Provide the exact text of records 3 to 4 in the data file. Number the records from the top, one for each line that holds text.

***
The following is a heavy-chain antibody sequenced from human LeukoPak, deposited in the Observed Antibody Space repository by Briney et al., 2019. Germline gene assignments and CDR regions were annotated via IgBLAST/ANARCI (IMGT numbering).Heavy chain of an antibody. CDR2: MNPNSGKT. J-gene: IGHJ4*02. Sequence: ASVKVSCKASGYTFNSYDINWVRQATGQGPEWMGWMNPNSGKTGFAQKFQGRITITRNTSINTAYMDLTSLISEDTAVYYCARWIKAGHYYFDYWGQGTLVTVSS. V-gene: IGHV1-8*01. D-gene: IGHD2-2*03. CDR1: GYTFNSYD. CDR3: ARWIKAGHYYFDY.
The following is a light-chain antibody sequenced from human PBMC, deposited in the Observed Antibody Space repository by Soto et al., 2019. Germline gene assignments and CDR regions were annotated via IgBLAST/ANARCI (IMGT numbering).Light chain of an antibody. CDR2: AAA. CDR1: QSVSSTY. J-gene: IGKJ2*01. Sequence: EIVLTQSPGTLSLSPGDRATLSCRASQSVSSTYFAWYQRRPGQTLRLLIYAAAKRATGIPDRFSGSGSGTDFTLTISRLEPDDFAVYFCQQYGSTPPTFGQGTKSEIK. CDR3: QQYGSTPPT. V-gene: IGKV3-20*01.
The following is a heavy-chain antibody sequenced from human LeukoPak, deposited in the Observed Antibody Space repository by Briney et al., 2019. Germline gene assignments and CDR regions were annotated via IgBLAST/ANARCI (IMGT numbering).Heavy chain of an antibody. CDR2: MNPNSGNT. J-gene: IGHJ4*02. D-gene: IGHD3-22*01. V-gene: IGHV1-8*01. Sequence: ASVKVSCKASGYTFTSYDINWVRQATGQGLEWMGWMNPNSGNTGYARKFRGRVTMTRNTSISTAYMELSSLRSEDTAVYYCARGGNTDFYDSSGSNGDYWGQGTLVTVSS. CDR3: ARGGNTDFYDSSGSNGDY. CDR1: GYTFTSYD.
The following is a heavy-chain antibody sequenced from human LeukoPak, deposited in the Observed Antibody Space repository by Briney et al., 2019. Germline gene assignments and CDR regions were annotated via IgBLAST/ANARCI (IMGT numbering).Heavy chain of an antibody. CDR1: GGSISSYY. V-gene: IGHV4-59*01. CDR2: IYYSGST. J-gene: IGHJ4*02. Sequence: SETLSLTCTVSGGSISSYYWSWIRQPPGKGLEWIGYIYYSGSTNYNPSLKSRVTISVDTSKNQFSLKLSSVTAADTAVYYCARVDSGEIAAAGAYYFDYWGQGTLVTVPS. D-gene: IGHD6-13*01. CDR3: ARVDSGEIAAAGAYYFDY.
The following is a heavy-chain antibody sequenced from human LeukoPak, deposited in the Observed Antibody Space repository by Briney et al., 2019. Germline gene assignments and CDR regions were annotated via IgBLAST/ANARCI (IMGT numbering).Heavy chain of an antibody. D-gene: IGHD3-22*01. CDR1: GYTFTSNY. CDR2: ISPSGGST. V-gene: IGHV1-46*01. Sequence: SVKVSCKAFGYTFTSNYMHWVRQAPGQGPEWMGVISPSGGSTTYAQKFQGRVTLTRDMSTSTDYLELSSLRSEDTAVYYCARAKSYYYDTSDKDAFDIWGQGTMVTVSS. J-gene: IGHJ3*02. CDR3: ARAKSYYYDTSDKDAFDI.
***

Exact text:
The following is a heavy-chain antibody sequenced from human LeukoPak, deposited in the Observed Antibody Space repository by Briney et al., 2019. Germline gene assignments and CDR regions were annotated via IgBLAST/ANARCI (IMGT numbering).Heavy chain of an antibody. CDR2: MNPNSGNT. J-gene: IGHJ4*02. D-gene: IGHD3-22*01. V-gene: IGHV1-8*01. Sequence: ASVKVSCKASGYTFTSYDINWVRQATGQGLEWMGWMNPNSGNTGYARKFRGRVTMTRNTSISTAYMELSSLRSEDTAVYYCARGGNTDFYDSSGSNGDYWGQGTLVTVSS. CDR3: ARGGNTDFYDSSGSNGDY. CDR1: GYTFTSYD.
The following is a heavy-chain antibody sequenced from human LeukoPak, deposited in the Observed Antibody Space repository by Briney et al., 2019. Germline gene assignments and CDR regions were annotated via IgBLAST/ANARCI (IMGT numbering).Heavy chain of an antibody. CDR1: GGSISSYY. V-gene: IGHV4-59*01. CDR2: IYYSGST. J-gene: IGHJ4*02. Sequence: SETLSLTCTVSGGSISSYYWSWIRQPPGKGLEWIGYIYYSGSTNYNPSLKSRVTISVDTSKNQFSLKLSSVTAADTAVYYCARVDSGEIAAAGAYYFDYWGQGTLVTVPS. D-gene: IGHD6-13*01. CDR3: ARVDSGEIAAAGAYYFDY.